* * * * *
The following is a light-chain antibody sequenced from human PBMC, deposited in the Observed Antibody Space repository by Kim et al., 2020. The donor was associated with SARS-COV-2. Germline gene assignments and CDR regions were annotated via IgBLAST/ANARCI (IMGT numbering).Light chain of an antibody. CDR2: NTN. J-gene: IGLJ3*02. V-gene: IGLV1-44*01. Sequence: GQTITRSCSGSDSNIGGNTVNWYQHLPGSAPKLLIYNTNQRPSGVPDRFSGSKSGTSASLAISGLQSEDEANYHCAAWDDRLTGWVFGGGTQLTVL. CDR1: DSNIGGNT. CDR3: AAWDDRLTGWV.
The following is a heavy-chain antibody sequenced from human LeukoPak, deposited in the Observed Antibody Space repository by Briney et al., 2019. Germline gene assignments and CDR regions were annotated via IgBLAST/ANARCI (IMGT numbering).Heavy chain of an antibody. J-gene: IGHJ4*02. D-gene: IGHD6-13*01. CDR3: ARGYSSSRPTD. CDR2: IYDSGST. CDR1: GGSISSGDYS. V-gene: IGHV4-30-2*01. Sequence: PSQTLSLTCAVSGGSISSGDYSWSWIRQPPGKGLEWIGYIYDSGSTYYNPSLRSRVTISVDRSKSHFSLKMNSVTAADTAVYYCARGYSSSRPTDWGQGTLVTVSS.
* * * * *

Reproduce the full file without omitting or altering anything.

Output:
The following is a light-chain antibody sequenced from human PBMC, deposited in the Observed Antibody Space repository by Kim et al., 2020. The donor was associated with SARS-COV-2. Germline gene assignments and CDR regions were annotated via IgBLAST/ANARCI (IMGT numbering).Light chain of an antibody. CDR2: NTN. J-gene: IGLJ3*02. V-gene: IGLV1-44*01. Sequence: GQTITRSCSGSDSNIGGNTVNWYQHLPGSAPKLLIYNTNQRPSGVPDRFSGSKSGTSASLAISGLQSEDEANYHCAAWDDRLTGWVFGGGTQLTVL. CDR1: DSNIGGNT. CDR3: AAWDDRLTGWV.
The following is a heavy-chain antibody sequenced from human LeukoPak, deposited in the Observed Antibody Space repository by Briney et al., 2019. Germline gene assignments and CDR regions were annotated via IgBLAST/ANARCI (IMGT numbering).Heavy chain of an antibody. J-gene: IGHJ4*02. D-gene: IGHD6-13*01. CDR3: ARGYSSSRPTD. CDR2: IYDSGST. CDR1: GGSISSGDYS. V-gene: IGHV4-30-2*01. Sequence: PSQTLSLTCAVSGGSISSGDYSWSWIRQPPGKGLEWIGYIYDSGSTYYNPSLRSRVTISVDRSKSHFSLKMNSVTAADTAVYYCARGYSSSRPTDWGQGTLVTVSS.